There has been a lot of discussion recently on raising the minimum wage to $15 an hour. Gov. Phil Murphy would like to see $15 an hour this year, but the Legislature initially introduced a bill that would phase in the increase over several years. (Murphy and the lawmakers reached a compromise Thursday.)
The reason given for increasing the minimum wage is the high cost of living in New Jersey.
What is missing from the current discussion are the reasons why New Jersey has such a high cost of living. The major reasons for such a high cost of living are the taxes and fees paid by New Jersey’s residents and businesses. Property taxes, sales taxes, fuel taxes, income taxes, the corporate business tax — New Jersey is a heavily taxed state. Also absent from the discussion is why $15 an hour would somehow make New Jersey affordable.
Government needs to appreciate that most private-sector jobs in New Jersey are with small businesses. These business owners take on risks daily, as competition is fierce. Most work hard to make ends meet, but, unfortunately, some do not survive.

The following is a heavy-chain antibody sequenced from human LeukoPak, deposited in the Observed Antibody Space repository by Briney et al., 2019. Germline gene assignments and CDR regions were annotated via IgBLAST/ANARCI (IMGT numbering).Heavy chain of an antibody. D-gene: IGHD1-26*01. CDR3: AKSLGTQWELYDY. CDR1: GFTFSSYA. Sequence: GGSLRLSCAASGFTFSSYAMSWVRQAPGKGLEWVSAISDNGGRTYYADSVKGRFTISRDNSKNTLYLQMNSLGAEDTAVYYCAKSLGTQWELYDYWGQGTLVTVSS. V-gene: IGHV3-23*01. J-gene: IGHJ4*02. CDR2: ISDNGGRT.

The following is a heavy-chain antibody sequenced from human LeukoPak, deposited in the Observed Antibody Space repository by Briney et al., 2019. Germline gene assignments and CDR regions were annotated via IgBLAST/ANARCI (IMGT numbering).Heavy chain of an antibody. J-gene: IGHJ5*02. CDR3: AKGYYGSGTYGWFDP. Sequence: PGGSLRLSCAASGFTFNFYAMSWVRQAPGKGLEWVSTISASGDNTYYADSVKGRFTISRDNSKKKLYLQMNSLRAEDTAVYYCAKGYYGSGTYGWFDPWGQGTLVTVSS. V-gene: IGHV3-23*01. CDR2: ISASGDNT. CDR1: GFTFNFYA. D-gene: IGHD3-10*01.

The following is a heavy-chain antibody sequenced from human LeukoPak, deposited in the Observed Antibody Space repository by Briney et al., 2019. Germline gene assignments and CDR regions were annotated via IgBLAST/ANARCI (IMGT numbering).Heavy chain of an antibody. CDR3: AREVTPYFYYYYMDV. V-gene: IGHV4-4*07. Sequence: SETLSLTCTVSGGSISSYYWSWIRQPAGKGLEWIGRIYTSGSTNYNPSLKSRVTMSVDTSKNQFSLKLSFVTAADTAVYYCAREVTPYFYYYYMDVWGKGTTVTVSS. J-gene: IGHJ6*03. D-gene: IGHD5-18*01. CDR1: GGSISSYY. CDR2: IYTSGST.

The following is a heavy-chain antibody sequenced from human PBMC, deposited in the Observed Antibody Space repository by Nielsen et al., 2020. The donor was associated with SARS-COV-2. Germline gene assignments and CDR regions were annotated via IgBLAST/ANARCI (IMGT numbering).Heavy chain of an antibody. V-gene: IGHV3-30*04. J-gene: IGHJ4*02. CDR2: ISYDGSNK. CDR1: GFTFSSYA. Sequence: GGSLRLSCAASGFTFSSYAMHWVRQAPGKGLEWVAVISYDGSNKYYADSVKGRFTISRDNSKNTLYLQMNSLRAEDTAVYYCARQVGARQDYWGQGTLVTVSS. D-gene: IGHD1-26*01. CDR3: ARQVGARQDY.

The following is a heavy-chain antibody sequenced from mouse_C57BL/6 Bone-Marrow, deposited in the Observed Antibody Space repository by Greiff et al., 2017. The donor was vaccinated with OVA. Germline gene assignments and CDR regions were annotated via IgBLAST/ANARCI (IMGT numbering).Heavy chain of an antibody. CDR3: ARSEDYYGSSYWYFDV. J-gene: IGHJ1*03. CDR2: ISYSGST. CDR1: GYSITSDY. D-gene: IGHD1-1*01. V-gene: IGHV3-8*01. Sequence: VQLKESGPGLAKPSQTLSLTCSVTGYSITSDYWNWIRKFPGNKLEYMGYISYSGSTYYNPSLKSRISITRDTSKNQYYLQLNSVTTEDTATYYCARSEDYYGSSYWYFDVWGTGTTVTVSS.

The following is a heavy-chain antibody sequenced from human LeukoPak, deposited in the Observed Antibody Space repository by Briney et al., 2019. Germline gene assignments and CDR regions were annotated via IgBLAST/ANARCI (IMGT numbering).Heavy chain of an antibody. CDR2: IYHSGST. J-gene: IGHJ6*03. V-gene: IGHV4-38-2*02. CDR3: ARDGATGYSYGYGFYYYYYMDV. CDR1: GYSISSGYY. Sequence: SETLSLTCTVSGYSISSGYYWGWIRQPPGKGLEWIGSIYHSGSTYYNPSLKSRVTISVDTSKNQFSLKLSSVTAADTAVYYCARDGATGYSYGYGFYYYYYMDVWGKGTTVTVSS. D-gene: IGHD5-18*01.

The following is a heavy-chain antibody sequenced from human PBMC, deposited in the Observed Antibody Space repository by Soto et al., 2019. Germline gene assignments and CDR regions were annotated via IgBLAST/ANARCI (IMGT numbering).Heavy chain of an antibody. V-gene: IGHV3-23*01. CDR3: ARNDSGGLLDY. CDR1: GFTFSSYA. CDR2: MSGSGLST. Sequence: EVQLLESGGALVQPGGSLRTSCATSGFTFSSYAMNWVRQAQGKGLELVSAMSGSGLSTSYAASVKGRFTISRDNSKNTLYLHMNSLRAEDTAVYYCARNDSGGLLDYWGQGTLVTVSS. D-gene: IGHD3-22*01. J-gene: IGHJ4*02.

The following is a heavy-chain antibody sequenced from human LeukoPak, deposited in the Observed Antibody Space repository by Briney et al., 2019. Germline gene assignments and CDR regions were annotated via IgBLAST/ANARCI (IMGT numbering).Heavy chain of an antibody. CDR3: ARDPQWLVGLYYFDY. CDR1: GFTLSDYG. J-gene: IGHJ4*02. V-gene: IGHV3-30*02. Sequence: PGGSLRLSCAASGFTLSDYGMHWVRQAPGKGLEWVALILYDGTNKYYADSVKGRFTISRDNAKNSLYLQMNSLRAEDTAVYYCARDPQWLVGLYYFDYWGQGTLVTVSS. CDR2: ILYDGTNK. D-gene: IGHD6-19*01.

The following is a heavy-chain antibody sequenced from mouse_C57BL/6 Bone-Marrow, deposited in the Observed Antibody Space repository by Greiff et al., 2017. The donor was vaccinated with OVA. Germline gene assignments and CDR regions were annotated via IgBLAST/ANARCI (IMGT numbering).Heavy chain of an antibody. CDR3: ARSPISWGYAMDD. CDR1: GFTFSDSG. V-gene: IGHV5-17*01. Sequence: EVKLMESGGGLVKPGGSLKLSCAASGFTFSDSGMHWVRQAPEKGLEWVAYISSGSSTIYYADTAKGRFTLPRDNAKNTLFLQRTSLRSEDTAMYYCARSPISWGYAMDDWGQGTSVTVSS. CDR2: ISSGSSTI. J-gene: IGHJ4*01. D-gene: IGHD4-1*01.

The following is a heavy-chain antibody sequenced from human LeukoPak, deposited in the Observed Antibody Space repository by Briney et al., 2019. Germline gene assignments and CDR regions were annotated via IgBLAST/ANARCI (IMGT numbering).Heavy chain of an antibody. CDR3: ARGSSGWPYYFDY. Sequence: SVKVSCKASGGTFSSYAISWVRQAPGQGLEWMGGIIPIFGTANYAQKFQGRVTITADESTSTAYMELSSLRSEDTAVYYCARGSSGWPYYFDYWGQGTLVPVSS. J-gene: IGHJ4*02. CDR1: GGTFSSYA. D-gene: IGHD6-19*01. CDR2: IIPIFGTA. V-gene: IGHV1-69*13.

Employees are a business’s No. 1 resource, and keeping good talent is a top priority. An hourly wage is just one part of how a business compensates employees. Many offer fringe benefits including paid time off, health insurance, 401(k) contributions, short- and long-term disability, bonuses and life insurance. When the Legislature focuses on only the hourly rate and not the total compensation paid, it is not reflective of the total amount spent by employers.
More importantly, Trenton lawmakers should not look toward the private sector to make New Jersey affordable, but rather look inward to reduce the size of government and make New Jersey a business-friendly state. New investment will create new jobs, more competition and innovation, which in turn will improve the quality of life of residents as well as increasing the coffers of the state government. This would reduce the current pressure on New Jersey’s existing businesses.
A government wage mandate on the private sector is the wrong approach and will only lead to higher prices and job losses, ultimately hurting the very people they are trying to help. Finally, New Jersey voters already weighed in on this matter in 2013, when they approved an amendment to the state constitution tying any increases to the minimum wage to the Consumer Price Index, or CPI.
Anthony Russo is president of the Commerce and Industry Association of New Jersey.